Open Educational Resources are becoming a significant source of learning that are widely used for various educational purposes and levels. Learners have diverse backgrounds and needs, especially when it comes to learners with accessibility requirements. Persons with disabilities have significantly lower employment rates partly due to the lack of access to education and vocational rehabilitation and training. It is not surprising therefore, that providing high quality OERs that facilitate the self-development towards specific jobs and skills on the labor market in the light of special preferences of learners with disabilities is difficult. In this paper, we introduce a personalized OER recommeder system that considers skills, occupations, and accessibility properties of learners to retrieve the most adequate and high-quality OERs. This is done by: 1) describing the profile of learners with disabilities, 2) collecting and analysing more than 1,500 OERs, 3) filtering OERs based on their accessibility features and predicted quality, and 4) providing personalised OER recommendations for learners according to their accessibility needs. As a result, the OERs retrieved by our method proved to satisfy more accessibility checks than other OERs. Moreover, we evaluated our results with five experts in educating people with visual and cognitive impairments. The evaluation showed that our recommendations are potentially helpful for learners with accessibility needs.
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    Generate FAIR Literature Surveys with Scholarly Knowledge Graphs
    (New York City, NY : Association for Computing Machinery, 2020) Oelen, Allard; Jaradeh, Mohamad Yaser; Stocker, Markus; Auer, Sören
    Reviewing scientific literature is a cumbersome, time consuming but crucial activity in research. Leveraging a scholarly knowledge graph, we present a methodology and a system for comparing scholarly literature, in particular research contributions describing the addressed problem, utilized materials, employed methods and yielded results. The system can be used by researchers to quickly get familiar with existing work in a specific research domain (e.g., a concrete research question or hypothesis). Additionally, it can be used to publish literature surveys following the FAIR Data Principles. The methodology to create a research contribution comparison consists of multiple tasks, specifically: (a) finding similar contributions, (b) aligning contribution descriptions, (c) visualizing and finally (d) publishing the comparison. The methodology is implemented within the Open Research Knowledge Graph (ORKG), a scholarly infrastructure that enables researchers to collaboratively describe, find and compare research contributions. We evaluate the implementation using data extracted from published review articles. The evaluation also addresses the FAIRness of comparisons published with the ORKG.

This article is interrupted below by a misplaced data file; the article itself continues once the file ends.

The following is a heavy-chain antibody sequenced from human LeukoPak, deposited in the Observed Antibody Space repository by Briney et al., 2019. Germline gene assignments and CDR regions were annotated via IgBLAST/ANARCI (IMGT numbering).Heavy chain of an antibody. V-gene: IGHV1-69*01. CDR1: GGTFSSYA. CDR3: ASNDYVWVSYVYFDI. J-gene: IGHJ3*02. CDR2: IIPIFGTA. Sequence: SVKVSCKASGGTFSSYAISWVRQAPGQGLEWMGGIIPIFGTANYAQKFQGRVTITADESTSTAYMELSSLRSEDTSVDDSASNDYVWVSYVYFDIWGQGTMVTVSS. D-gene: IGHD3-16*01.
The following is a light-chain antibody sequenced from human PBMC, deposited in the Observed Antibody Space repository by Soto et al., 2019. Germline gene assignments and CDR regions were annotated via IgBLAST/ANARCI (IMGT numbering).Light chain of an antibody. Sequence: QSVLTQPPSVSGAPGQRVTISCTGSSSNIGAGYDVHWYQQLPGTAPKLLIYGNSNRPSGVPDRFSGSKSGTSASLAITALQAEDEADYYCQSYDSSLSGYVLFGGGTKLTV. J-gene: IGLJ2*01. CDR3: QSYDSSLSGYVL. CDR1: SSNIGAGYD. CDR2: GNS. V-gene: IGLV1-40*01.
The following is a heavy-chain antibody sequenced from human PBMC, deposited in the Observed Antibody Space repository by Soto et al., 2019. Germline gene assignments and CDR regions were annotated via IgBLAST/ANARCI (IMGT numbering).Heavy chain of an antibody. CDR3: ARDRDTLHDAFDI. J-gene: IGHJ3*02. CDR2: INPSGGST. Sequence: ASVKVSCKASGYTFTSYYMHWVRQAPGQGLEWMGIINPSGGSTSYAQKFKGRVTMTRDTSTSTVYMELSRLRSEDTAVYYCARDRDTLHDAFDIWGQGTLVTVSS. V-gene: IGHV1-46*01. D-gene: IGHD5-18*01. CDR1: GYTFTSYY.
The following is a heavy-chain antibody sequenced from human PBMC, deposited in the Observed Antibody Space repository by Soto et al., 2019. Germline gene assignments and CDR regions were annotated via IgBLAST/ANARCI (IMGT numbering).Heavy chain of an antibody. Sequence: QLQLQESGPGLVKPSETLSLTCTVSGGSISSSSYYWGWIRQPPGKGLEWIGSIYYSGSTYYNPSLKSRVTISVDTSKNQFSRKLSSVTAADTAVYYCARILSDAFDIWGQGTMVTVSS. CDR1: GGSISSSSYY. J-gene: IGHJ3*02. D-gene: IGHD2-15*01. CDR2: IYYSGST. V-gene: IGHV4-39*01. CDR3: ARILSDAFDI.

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    Compacting frequent star patterns in RDF graphs
    (Dordrecht : Springer Science + Business Media B.V, 2020) Karim, Farah; Vidal, Maria-Esther; Auer, Sören
    Knowledge graphs have become a popular formalism for representing entities and their properties using a graph data model, e.g., the Resource Description Framework (RDF). An RDF graph comprises entities of the same type connected to objects or other entities using labeled edges annotated with properties. RDF graphs usually contain entities that share the same objects in a certain group of properties, i.e., they match star patterns composed of these properties and objects. In case the number of these entities or properties in these star patterns is large, the size of the RDF graph and query processing are negatively impacted; we refer these star patterns as frequent star patterns. We address the problem of identifying frequent star patterns in RDF graphs and devise the concept of factorized RDF graphs, which denote compact representations of RDF graphs where the number of frequent star patterns is minimized. We also develop computational methods to identify frequent star patterns and generate a factorized RDF graph, where compact RDF molecules replace frequent star patterns. A compact RDF molecule of a frequent star pattern denotes an RDF subgraph that instantiates the corresponding star pattern. Instead of having all the entities matching the original frequent star pattern, a surrogate entity is added and related to the properties of the frequent star pattern; it is linked to the entities that originally match the frequent star pattern. Since the edges between the entities and the objects in the frequent star pattern are replaced by edges between these entities and the surrogate entity of the compact RDF molecule, the size of the RDF graph is reduced. We evaluate the performance of our factorization techniques on several RDF graph benchmarks and compare with a baseline built on top gSpan, a state-of-the-art algorithm to detect frequent patterns. The outcomes evidence the efficiency of proposed approach and show that our techniques are able to reduce execution time of the baseline approach in at least three orders of magnitude. Additionally, RDF graph size can be reduced by up to 66.56% while data represented in the original RDF graph is preserved.